Jurisdiction - Australia
Reports and Analysis
Australia – Corporations Amendment (Simple Corporate Bonds And Other Measures) Bill 2013.

18 January, 2013

 

Legal News & Analysis – Asia Pacific – Australia – Capital Markets


Summary

 

The Government has released new legislation aimed at facilitating the growth of the retail corporate bond market in Australia. The Corporations Amendment (Simple Corporate Bonds and Other Measures) Bill 2013 (Cth) (‘draft legislation’) was released on 11 January 2013 and is intended to simplify regulation governing the issue of ‘simple corporate bonds’ to retail investors by:

  • introducing a special disclosure regime for simple corporate bonds; and
  • removing the presumptive civil liability for directors of issuers of simple corporate bonds under a defective prospectus.

The amendments also introduce due diligence-type defences to certain criminal liabilities that can arise in connection with disclosure documents.

‘Simple corporate bonds’

‘Simple corporate bonds’ are debentures in relation to which the following conditions are satisfied:

  • they are or will be quoted on ASX or another prescribed financial market;
  • they are denominated in Australian currency and issued for a maximum price of $1,000 each. The price payable must be the same for all investors under the offer;
  • they are issued under an offer which raises at least $50 million;
  • they have a fixed term of not more than 10 years and are only redeemable early (other than at the option of the holder) in limited circumstances;
  • they bear interest at a fixed interest rate, or at floating interest rate plus a fixed margin. The fixed rate or margin cannot be decreased during the term;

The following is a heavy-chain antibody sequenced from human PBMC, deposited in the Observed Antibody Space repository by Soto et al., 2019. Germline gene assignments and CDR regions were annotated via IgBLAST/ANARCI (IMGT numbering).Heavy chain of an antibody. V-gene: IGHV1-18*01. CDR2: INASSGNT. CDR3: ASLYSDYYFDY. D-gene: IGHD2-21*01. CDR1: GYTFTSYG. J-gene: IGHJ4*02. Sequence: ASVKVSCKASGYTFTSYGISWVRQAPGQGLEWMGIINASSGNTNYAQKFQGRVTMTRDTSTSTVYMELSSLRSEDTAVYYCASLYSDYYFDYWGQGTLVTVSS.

• interest must be paid periodically, no later than the end of the fixed term and cannot be deferred or capitalised;
  • they have a higher priority than unsecured creditors of the issuer in a winding up of the issuer. In effect, this will require simple corporate bonds to be secured and can be expected to significantly limit the appeal of the new regime, particularly to well rated corporate issuers who borrow on a negative pledge basis;
  • they are not convertible into another class of securities;
  • the auditor’s report in respect of the issuer’s most recent annual or semi-annual financial report must not have been qualified;
  • if the issuer is a wholly owned subsidiary of another body corporate, the bonds must be guaranteed by that body corporate; and
  • either the issuer or parent guarantor have continuously quoted securities on issue that have not been suspended from trading for more than 5 days during the past 12 months.

ASIC has the power to determine that certain bodies do not qualify to issue simple corporate bonds under the new regime. Further conditions may also be specified in the regulations.

Disclosure regime

Offers of simple corporate bonds for issue will be subject to a new, 2-part prospectus regime.

A 2-part simple corporate bond prospectus consists of a ‘base prospectus’, with a 3 year shelf life, and an offer-specific prospectus.

The draft explanatory memorandum indicates that the base prospectus will be required to contain general company information. It will be valid for three years and must be available on the issuer’s website for the whole of that time. It will not be required to be updated.

The offer-specific prospectus will be required to be issued for each tranche of notes, and the explanatory memorandum indicates that it will be required to outline the key details of the offer. The offer-specific prospectus will be required to have an expiry date, which must be no later than 13 months after the date the document is lodged with ASIC. The offer-specific prospectus may also modify or supplement the base prospectus. The offer-specific prospectus must be available on the issuer’s website during the offer period.